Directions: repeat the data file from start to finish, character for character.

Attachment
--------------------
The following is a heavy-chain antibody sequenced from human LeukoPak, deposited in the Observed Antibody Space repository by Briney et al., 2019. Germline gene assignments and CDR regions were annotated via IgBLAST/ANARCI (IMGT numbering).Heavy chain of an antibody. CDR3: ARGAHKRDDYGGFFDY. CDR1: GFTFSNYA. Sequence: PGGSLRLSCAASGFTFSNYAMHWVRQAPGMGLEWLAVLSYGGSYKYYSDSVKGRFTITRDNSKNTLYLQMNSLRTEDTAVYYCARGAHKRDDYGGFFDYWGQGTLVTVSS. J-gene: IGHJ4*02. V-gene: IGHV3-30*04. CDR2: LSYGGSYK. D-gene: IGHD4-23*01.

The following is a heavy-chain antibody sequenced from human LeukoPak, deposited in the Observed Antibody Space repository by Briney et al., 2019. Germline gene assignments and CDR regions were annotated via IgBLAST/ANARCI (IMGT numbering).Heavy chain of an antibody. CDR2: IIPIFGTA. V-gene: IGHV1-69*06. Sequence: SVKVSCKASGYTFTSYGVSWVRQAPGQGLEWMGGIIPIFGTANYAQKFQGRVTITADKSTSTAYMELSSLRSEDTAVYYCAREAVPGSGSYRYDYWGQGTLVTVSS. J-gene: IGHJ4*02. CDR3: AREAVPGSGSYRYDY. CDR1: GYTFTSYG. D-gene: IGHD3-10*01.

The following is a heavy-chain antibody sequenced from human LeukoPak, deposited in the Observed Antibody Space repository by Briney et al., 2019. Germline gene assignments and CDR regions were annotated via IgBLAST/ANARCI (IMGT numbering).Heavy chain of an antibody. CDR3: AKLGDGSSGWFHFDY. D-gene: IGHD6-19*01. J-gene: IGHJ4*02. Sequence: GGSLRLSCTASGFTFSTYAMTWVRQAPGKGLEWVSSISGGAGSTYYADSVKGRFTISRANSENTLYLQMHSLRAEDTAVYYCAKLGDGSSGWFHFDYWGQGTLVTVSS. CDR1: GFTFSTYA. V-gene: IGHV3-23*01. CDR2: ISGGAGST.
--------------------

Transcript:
The following is a heavy-chain antibody sequenced from human LeukoPak, deposited in the Observed Antibody Space repository by Briney et al., 2019. Germline gene assignments and CDR regions were annotated via IgBLAST/ANARCI (IMGT numbering).Heavy chain of an antibody. CDR3: ARGAHKRDDYGGFFDY. CDR1: GFTFSNYA. Sequence: PGGSLRLSCAASGFTFSNYAMHWVRQAPGMGLEWLAVLSYGGSYKYYSDSVKGRFTITRDNSKNTLYLQMNSLRTEDTAVYYCARGAHKRDDYGGFFDYWGQGTLVTVSS. J-gene: IGHJ4*02. V-gene: IGHV3-30*04. CDR2: LSYGGSYK. D-gene: IGHD4-23*01.

The following is a heavy-chain antibody sequenced from human LeukoPak, deposited in the Observed Antibody Space repository by Briney et al., 2019. Germline gene assignments and CDR regions were annotated via IgBLAST/ANARCI (IMGT numbering).Heavy chain of an antibody. CDR2: IIPIFGTA. V-gene: IGHV1-69*06. Sequence: SVKVSCKASGYTFTSYGVSWVRQAPGQGLEWMGGIIPIFGTANYAQKFQGRVTITADKSTSTAYMELSSLRSEDTAVYYCAREAVPGSGSYRYDYWGQGTLVTVSS. J-gene: IGHJ4*02. CDR3: AREAVPGSGSYRYDY. CDR1: GYTFTSYG. D-gene: IGHD3-10*01.

The following is a heavy-chain antibody sequenced from human LeukoPak, deposited in the Observed Antibody Space repository by Briney et al., 2019. Germline gene assignments and CDR regions were annotated via IgBLAST/ANARCI (IMGT numbering).Heavy chain of an antibody. CDR3: AKLGDGSSGWFHFDY. D-gene: IGHD6-19*01. J-gene: IGHJ4*02. Sequence: GGSLRLSCTASGFTFSTYAMTWVRQAPGKGLEWVSSISGGAGSTYYADSVKGRFTISRANSENTLYLQMHSLRAEDTAVYYCAKLGDGSSGWFHFDYWGQGTLVTVSS. CDR1: GFTFSTYA. V-gene: IGHV3-23*01. CDR2: ISGGAGST.